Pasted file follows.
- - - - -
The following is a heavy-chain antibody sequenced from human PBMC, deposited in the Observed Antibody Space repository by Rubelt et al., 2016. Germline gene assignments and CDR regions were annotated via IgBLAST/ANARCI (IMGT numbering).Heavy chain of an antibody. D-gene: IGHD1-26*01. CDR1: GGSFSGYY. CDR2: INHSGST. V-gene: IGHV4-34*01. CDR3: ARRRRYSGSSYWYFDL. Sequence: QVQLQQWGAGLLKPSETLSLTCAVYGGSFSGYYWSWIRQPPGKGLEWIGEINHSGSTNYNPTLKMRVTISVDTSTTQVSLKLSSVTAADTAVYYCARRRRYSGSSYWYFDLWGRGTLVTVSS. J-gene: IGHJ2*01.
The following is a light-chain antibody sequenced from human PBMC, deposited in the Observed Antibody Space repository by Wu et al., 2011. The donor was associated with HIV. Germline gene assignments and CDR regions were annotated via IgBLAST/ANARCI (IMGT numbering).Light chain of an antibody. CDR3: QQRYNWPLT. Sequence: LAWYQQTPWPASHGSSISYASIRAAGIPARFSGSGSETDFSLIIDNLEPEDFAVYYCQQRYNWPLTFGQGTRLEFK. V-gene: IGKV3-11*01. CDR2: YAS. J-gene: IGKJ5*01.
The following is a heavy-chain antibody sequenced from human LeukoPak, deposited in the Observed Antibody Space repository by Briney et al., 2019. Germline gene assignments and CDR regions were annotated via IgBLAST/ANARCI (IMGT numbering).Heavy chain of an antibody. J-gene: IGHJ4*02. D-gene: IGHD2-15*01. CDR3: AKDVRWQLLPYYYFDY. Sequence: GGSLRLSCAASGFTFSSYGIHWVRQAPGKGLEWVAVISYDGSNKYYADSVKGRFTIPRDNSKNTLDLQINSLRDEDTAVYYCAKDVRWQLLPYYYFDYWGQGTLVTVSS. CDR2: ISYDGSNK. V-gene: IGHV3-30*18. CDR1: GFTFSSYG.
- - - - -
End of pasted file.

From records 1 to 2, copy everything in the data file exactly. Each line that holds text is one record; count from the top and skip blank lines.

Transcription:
The following is a heavy-chain antibody sequenced from human PBMC, deposited in the Observed Antibody Space repository by Rubelt et al., 2016. Germline gene assignments and CDR regions were annotated via IgBLAST/ANARCI (IMGT numbering).Heavy chain of an antibody. D-gene: IGHD1-26*01. CDR1: GGSFSGYY. CDR2: INHSGST. V-gene: IGHV4-34*01. CDR3: ARRRRYSGSSYWYFDL. Sequence: QVQLQQWGAGLLKPSETLSLTCAVYGGSFSGYYWSWIRQPPGKGLEWIGEINHSGSTNYNPTLKMRVTISVDTSTTQVSLKLSSVTAADTAVYYCARRRRYSGSSYWYFDLWGRGTLVTVSS. J-gene: IGHJ2*01.
The following is a light-chain antibody sequenced from human PBMC, deposited in the Observed Antibody Space repository by Wu et al., 2011. The donor was associated with HIV. Germline gene assignments and CDR regions were annotated via IgBLAST/ANARCI (IMGT numbering).Light chain of an antibody. CDR3: QQRYNWPLT. Sequence: LAWYQQTPWPASHGSSISYASIRAAGIPARFSGSGSETDFSLIIDNLEPEDFAVYYCQQRYNWPLTFGQGTRLEFK. V-gene: IGKV3-11*01. CDR2: YAS. J-gene: IGKJ5*01.